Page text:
This answer is INCORRECT because there are added words in the answer that are unnecessary. The word “being” doesn’t add anything to the sentence’s meaning, and the phrase “in importance” is redundant. We can safely assume if things are being ranked in some way, they are ranked by order of importance.

That leaves us with the correct answer, A!

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Can you please explain which type of modifier is used after comma in correct answer choice??
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Re: Over the past ten years cultivated sunflowers have become a major comm  [#permalink]

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New post 21 Aug 2018, 12:05
sumitgoyal2727 wrote:
LEOiAM wrote:
septwibowo wrote:
[quote="Bunuel"]Over the past ten years cultivated sunflowers have become a major commercial crop, second only to soybeans as a source of vegetable oil.


A. second only to soybeans as a source of vegetable oil

B. second in importance to soybeans only as a source of vegetable oil

C. being second in importance only to soybeans as a source of vegetable oil

D. which, as a source of vegetable oil, is only second to soybeans

E. as a source of vegetable oil only second to soybeans


NEW question from GMAT Official Guide 2019


(SC01507)


Hi guys, sorry for asking more basic question here.

I chose A - but difficult for me to explain what do we call a part after comma? Is it a modifier or something else?


I'm having the same doubt here. It's certainly a modifier, but what type?


I too facing the same problem. Please explain??[/quote]Although name should not matter as more important thing is we should know how that construction works - Ron

Nonetheless, this modifier is Noun+ noun modifier, a very versatile modifier that can modify near by noun, noun in the middle of the clause or subject .

( did you observe that the underline part is also serving as noun +noun modifier)

Consider kudos if that helped.

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Re: Over the past ten years cultivated sunflowers have become a major comm  [#permalink]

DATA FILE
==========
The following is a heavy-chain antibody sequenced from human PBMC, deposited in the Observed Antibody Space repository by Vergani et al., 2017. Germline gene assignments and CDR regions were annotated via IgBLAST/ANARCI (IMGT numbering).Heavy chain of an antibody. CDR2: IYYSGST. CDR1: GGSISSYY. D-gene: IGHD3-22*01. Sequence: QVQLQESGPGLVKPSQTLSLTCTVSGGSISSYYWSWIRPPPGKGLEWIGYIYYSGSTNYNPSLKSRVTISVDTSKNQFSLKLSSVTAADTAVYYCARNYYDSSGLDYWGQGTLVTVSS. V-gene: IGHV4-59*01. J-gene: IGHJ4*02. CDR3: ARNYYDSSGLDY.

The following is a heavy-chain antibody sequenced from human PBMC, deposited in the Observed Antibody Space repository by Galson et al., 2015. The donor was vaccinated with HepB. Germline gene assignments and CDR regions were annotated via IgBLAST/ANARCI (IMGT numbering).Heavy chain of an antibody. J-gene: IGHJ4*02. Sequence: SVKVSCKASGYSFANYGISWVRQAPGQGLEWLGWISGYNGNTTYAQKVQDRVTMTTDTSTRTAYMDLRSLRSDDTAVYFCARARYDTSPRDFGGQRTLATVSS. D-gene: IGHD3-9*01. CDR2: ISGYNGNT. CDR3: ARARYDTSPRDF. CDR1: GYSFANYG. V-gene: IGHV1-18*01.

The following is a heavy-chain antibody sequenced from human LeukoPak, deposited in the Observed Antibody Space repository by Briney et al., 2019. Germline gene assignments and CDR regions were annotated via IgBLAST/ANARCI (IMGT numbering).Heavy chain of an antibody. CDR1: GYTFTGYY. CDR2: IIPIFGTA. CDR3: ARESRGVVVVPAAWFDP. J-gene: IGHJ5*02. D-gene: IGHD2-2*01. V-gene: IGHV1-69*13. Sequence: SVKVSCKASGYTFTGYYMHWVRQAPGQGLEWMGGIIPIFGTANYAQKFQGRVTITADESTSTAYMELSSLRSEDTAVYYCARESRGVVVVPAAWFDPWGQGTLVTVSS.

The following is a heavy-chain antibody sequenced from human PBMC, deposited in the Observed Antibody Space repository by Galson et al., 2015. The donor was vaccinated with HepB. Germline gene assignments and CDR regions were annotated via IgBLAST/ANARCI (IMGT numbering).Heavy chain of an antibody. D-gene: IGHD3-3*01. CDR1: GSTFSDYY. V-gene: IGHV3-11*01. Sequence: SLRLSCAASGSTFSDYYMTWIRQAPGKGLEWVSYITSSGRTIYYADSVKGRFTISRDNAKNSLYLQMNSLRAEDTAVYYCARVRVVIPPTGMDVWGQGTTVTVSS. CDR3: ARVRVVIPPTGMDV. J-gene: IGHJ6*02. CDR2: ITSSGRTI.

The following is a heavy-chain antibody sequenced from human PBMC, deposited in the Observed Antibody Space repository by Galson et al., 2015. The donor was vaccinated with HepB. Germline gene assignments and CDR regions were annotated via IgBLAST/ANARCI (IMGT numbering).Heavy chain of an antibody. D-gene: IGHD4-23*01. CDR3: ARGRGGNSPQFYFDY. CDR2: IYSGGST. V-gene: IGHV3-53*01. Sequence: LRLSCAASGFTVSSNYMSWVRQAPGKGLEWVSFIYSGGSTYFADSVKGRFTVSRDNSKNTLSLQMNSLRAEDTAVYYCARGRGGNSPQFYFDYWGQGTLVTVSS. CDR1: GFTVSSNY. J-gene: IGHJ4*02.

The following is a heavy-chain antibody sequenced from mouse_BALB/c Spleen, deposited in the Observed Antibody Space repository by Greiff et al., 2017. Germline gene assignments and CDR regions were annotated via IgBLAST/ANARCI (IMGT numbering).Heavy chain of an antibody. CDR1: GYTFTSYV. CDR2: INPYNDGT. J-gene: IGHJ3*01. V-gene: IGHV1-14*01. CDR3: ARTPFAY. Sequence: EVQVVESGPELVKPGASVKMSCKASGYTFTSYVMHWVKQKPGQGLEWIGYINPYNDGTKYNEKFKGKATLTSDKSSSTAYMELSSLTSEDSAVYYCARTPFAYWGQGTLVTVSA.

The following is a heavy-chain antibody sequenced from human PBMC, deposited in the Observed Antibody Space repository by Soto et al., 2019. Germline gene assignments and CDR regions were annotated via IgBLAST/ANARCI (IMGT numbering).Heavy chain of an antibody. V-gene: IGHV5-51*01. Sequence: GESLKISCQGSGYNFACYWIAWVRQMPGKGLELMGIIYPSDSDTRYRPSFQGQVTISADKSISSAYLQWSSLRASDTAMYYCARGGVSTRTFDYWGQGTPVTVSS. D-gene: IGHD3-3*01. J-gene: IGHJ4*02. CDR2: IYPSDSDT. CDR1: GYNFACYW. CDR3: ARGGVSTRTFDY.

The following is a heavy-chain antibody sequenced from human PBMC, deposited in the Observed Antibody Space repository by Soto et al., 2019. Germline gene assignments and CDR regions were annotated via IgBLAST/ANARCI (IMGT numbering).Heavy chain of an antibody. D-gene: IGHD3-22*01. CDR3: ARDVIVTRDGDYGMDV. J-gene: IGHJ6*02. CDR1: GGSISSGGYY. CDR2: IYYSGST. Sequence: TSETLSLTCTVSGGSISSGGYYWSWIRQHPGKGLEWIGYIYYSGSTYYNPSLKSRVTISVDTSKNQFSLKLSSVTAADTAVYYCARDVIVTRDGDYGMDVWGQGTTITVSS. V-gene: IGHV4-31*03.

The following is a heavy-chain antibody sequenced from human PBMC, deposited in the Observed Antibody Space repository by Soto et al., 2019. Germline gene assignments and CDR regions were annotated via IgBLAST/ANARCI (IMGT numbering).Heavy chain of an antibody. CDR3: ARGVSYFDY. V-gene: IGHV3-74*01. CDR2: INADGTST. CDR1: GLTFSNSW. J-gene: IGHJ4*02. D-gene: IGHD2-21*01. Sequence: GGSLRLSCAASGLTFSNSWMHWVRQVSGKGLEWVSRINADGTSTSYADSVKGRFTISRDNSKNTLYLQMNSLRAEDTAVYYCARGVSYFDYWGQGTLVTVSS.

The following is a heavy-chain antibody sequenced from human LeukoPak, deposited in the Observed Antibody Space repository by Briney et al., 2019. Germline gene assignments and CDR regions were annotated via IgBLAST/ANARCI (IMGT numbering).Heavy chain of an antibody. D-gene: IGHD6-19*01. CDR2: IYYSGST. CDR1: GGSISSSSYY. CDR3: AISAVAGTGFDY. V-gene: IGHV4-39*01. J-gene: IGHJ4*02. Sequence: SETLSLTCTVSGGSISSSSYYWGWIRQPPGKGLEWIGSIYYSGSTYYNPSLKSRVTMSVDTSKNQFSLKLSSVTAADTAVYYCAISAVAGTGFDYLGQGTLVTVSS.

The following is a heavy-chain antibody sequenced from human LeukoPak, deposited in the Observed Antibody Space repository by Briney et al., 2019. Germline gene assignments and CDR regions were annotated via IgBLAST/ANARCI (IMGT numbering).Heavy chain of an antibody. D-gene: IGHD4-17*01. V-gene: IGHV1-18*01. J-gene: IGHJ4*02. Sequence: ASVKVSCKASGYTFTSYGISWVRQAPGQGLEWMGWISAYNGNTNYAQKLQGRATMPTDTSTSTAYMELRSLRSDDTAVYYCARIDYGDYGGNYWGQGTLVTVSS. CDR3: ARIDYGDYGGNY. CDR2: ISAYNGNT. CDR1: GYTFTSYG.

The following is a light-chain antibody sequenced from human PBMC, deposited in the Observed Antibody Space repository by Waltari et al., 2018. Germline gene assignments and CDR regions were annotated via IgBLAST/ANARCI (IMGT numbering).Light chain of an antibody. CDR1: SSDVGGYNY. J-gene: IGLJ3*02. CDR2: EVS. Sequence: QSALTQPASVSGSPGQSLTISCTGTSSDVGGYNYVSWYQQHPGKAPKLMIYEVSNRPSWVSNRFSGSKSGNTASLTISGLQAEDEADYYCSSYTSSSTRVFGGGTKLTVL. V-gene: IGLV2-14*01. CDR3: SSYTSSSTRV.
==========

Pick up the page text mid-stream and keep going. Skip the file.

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New post 22 Aug 2018, 07:24
Sorry; is still not clear. How is this a noun phrase? what is the noun present? "Second" is an adverb.

GMATNinja mikemcgarry could you weigh in your opinion please?
We're trying to figure out the role of the Comma + "second only to soybeans as a source of vegetable oil" portion of the sentence. Thanks!
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Re: Over the past ten years cultivated sunflowers have become a major comm  [#permalink]

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New post 23 Aug 2018, 09:38
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LEOiAM wrote:
Sorry; is still not clear. How is this a noun phrase? what is the noun present? "Second" is an adverb.

GMATNinja mikemcgarry could you weigh in your opinion please?
We're trying to figure out the role of the Comma + "second only to soybeans as a source of vegetable oil" portion of the sentence. Thanks!

I wouldn't expend a lot of mental energy worrying about the proper grammatical term. It's more important that you understand what the relevant piece of the sentence is doing, and whether that function makes sense.

Take a simple example with a similar construction:

    Jen, the second runner to cross the finish line, collapsed in a heap of exhaustion and decided to give up all forms of running forever.

The phrase "the second runner to cross the finish line" is modifying "Jen," so that phrase is functioning as a kind of adjective. You could call it an appositive if you really like jargon. And if you really want to torment yourself, you could think deeply about the difference between appositive and absolute phrases. But those distinctions aren't going to be terribly helpful on the GMAT. We just care about what the word or phrase in question is modifying and whether this modification creates a logical meaning.

Back to the OA:
Quote:
Over the past ten years cultivated sunflowers have become a major commercial crop, second only to soybeans as a source of vegetable oil.

Here, "second only to soybeans..." seems to be modifying "sunflowers," so, again, it's functioning as a kind of adjective. It doesn't matter what we call the phrase; what matters is that it makes sense. After soybeans, the best source of vegetable oil is sunflowers. Perfectly reasonable. Others have commented on the importance of the placement of certain words within the modifying phrase, such as "only," and this is where you should focus your attention when you're evaluating the answer choices.

Bottom line: don't worry about what the components of a sentence are called. Worry about what they're doing.

I hope this helps!
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Re: Over the past ten years cultivated sunflowers have become a major comm  [#permalink]

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New post 23 Aug 2018, 18:43
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GMATNinja wrote:
LEOiAM wrote:
Sorry; is still not clear. How is this a noun phrase? what is the noun present? "Second" is an adverb.

GMATNinja mikemcgarry could you weigh in your opinion please?
We're trying to figure out the role of the Comma + "second only to soybeans as a source of vegetable oil" portion of the sentence. Thanks!

I wouldn't expend a lot of mental energy worrying about the proper grammatical term. It's more important that you understand what the relevant piece of the sentence is doing, and whether that function makes sense.